TransCanada's permit to operate its Keystone tar sands pipeline in South Dakota could be revoked if an investigation into last week's 210,000-gallon leak determines that the pipeline operator violated its license, Reuters reported.

State regulators expressed concern that the Nov. 16 spill in Marshall County was not the first from the controversial pipeline.

Keep reading... Show less
Popular
Corn farms in Elgin Nebraska, on the eastern edge of the Ogallala aquifer. Spirit of America / Flickr

Why These 8 States Could Soon Form the 'Great American Desert'

One of the world's largest underground bodies of fresh water—the Ogallala aquifer—is quickly shrinking, threatening the livelihoods of farmers in eight U.S. states.

Farmers in Colorado, Kansas, Nebraska, New Mexico, Texas, Oklahoma, Wyoming and South Dakota are overexploiting the aquifer beneath an American breadbasket, threatening an estimated $35 billion in annual crops. Agricultural wells are pulling out water faster than rainfall can recharge it—federal data shows the aquifer shrank twice as fast in the past six years as compared to the previous 60.

Keep reading... Show less
Sponsored
African elephant. USFWS

Lawsuit Challenges Trump Administration Over New Elephant and Lion Trophy Policies, Still in Effect Despite Trump's Tweets

The Center for Biological Diversity and Natural Resources Defense Council sued the Trump administration Monday for allowing U.S. hunters to import elephant and lion trophies from Zimbabwe. The lawsuit aims to protect animals and resolve confusion created by the administration's contradictory announcements in recent days.

The suit comes days after the U.S. Fish and Wildlife Service abruptly reversed an Obama-era ban on elephant trophy imports based on catastrophic elephant population declines. Fish and Wildlife also recently greenlighted lion trophy imports from Zimbabwe, despite the controversial killing of Cecil the Lion in Zimbabwe in 2015.

Keep reading... Show less
Below the Mackinac bridge runs Enbridge Line 5, transporting 23 Million gallons of oil and liquid gas every day. Conor Mihell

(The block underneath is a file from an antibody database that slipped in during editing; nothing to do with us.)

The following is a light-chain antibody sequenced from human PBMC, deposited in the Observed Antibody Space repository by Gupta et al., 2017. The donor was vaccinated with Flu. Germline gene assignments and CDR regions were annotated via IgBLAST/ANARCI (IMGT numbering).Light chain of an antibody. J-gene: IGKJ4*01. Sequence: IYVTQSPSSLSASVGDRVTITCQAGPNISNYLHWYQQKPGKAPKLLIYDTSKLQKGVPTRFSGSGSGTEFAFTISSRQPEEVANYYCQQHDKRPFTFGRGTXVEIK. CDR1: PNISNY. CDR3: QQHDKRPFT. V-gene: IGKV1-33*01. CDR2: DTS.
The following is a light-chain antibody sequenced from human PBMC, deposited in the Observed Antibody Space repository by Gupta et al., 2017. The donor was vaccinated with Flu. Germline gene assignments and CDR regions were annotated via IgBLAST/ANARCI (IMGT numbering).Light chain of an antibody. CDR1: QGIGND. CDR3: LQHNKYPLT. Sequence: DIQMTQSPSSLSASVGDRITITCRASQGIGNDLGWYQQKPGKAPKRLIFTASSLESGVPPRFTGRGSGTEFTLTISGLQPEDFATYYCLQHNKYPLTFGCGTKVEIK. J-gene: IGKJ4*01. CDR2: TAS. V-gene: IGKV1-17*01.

Four Questions About the New Line 5 Pipeline Report

By Beth Wallace

In June, the state of Michigan released a draft report on alternatives to Enbridge's Line 5 pipeline, which pumps up to 23 million gallons of oil and natural gas liquids (NGLs) per day along the bottom of the Straits of Mackinac. The draft report, written by Dynamic Risk, was met with heavy criticism from all sides, and the National Wildlife Federation joined with many others to suggest numerous and substantive changes. On Nov. 20, the final alternatives report was released to the public. As per an agreement with the state to obtain funding for the report, Enbridge has had five days to review this report before it is released publicly.

Keep reading... Show less
Sponsored
USDA

Thanksgiving Dinner Is Cheapest in Years, But Are Family Farms Paying the Price?

By Sarah Reinhardt

Last week, the Farm Bureau released the results of its annual price survey on the cost of a typical Thanksgiving dinner. The grand total for a "feast" for 10 people, according to this year's shoppers? About 50 dollars ($49.87, if you want to be exact). That includes a 16-pound turkey at $1.40 per pound, and a good number of your favorite sides: stuffing, sweet potatoes, rolls with butter, peas, cranberries, a veggie tray, pumpkin pie with whipped cream, and coffee and milk.

After adjusting for inflation, the Farm Bureau concluded that the cost of Thanksgiving dinner was at its lowest level since 2013. Let's talk about what that means for farmers, and for all of us.

Keep reading... Show less

Would More People Ride the Bus if It Looked and Felt Like a Train?

By Jeff Turrentine

It moves through city thoroughfares, towering above automobile traffic. It makes frequent stops to pick up and drop off passengers. It has places to sit, places to stand, and—yes—rubber-tired wheels that go 'round and 'round, all through the town.

But don't call it a bus. It's a "trackless electric train."

Keep reading... Show less
Sponsored

mail-copy

The best of EcoWatch, right in your inbox. Sign up for our email newsletter!